Do healthy children need COVID boosters? CDC, WHO disagree

The WHO says there’s no evidence healthy children, adolescents need COVID-19 vaccine boosters. The CDC recommends Pfizer boosters for those 12 and older.

The WHO says there’s no evidence healthy children, adolescents need COVID-19 vaccine boosters. The CDC recommends Pfizer boosters for those 12 and older.


There’s a disagreement between two top health-advisory agencies – the Centers for Disease Control and Prevention and the World Health Organization – over whether healthy kids need COVID-19 vaccine booster shots.

The CDC recommends everyone 12 and older should get a booster in the U.S. and has authorized the Pfizer booster for those ages 12-17 after expanding eligibility for the extra dose on Jan. 5. Meanwhile, the WHO’s top scientist expressed conflicting comments on boosters for kids and teens during a Jan. 18 briefing.

“There is no evidence right now that healthy children or healthy adolescents need boosters. No evidence at all,” said Soumya Swaminathan, the international health organization’s chief scientist.

Swaminathan made that comment in the context of discussing how to prioritize administering booster doses worldwide.

“The aim is to protect the most vulnerable, to protect those at the highest risk of severe disease and dying,” she said.

She pointed to older populations, immunocompromised people with underlying conditions and health care workers, suggesting boosters be reserved for them.

The scientist said that, “considering” the large number of people unvaccinated worldwide, the WHO’s focus is to give primary vaccine doses to them while still “trying to protect the most vulnerable in every country’s population.”

So far, more than 9.7 billion vaccine doses have been administered worldwide, according to Johns Hopkins University.

The question of “how should countries think about giving boosters to their populations” with the aim of reducing COVID-19 deaths will be discussed by the organization’s Strategic Advisory Group of Experts on Immunization committee, according to Swaminathan.

Dr. Michael Ryan, the WHO’s executive director of its health emergencies program, said “for the most part,” children infected with COVID-19 “have a mild course of disease” but that those with underlying conditions potentially can experience more severe symptoms, during the briefing.

The CDC officially expanded booster eligibility to include children ages 12 and up on Jan. 5, allowing kids to get their new shots five months after receiving their initial Pfizer doses.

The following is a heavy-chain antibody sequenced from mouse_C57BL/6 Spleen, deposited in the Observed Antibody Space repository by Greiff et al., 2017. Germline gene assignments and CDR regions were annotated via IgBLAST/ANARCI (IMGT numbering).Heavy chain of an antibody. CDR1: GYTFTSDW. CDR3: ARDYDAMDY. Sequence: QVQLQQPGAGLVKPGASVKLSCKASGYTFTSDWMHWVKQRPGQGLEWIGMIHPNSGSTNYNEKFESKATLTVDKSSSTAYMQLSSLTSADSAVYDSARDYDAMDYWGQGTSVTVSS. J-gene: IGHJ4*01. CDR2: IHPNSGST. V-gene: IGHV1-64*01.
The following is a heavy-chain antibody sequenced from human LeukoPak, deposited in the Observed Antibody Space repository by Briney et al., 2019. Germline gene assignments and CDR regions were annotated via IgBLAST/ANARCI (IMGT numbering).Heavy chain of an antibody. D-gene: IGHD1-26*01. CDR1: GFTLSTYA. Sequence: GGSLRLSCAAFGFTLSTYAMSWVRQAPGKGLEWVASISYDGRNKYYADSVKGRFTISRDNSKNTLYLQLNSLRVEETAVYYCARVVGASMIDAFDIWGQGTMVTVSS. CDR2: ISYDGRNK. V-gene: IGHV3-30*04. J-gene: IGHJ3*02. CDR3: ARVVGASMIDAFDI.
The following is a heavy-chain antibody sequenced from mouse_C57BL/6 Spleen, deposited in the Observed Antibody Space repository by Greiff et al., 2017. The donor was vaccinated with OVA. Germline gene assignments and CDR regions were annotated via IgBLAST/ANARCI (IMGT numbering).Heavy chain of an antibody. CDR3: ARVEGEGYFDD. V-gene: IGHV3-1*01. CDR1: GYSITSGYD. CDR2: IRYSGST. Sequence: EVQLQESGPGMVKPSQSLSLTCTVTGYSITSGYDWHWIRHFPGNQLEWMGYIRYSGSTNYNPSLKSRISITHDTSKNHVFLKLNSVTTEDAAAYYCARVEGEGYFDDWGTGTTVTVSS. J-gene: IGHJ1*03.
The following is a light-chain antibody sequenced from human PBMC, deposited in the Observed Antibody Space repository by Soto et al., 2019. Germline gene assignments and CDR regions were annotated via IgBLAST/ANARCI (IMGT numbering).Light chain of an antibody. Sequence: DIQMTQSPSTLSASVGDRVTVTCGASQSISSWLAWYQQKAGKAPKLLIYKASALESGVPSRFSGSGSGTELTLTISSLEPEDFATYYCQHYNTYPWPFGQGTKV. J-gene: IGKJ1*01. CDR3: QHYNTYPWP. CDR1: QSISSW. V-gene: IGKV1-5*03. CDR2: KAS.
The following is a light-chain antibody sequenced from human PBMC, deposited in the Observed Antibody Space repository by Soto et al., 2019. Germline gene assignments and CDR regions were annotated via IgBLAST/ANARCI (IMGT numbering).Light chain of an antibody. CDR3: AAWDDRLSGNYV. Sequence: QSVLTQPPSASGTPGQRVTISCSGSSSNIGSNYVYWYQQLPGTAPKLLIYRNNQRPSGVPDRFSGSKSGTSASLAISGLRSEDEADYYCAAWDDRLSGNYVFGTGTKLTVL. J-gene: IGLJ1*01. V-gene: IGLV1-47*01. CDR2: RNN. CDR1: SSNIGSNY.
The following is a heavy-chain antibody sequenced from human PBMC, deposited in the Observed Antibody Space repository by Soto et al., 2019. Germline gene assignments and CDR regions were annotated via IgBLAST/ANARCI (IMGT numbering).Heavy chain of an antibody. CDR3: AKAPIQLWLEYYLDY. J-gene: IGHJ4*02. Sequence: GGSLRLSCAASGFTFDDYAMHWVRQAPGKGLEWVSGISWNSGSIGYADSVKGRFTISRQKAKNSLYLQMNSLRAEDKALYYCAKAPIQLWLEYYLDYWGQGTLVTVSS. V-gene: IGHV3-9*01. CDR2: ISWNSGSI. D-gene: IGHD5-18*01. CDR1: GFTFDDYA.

“It is critical that we protect our children and teens from COVID-19 infection and the complications of severe disease,” CDC Director Dr. Rochelle Walensky said in a statement after the decision was announced. “This booster dose will provide optimized protection against COVID-19 and the Omicron variant. I encourage all parents to keep their children up to date with CDC’s COVID-19 vaccine recommendations.”

In addition, kids 5 years old and older who are “moderately or severely immunocompromised” are recommended to get an additional primary dose shot of Pfizer 28 days after getting their second dose, according to the CDC.

The CDC says clinical trial studies have produced results showing “a booster shot increased the immune response” and that “people should have improved protection” from COVID-19 after getting one.

Swaminathan is calling for more studies “to understand the duration of protection in different population groups after primary vaccination and after boosters,” she wrote Jan. 20 on Twitter.

As of Jan. 20, more than 82 million vaccinated people in the U.S. have received a booster dose, representing about 39% of people currently eligible to receive a booster, according the CDC data.


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Do healthy children need COVID boosters? CDC, WHO disagree

Julia Marnin is a McClatchy National Real-Time reporter covering the southeast and northeast while based in New York. She’s an alumna of The College of New Jersey and joined McClatchy in 2021. Previously, she’s written for Newsweek, Modern Luxury, Gannett and more.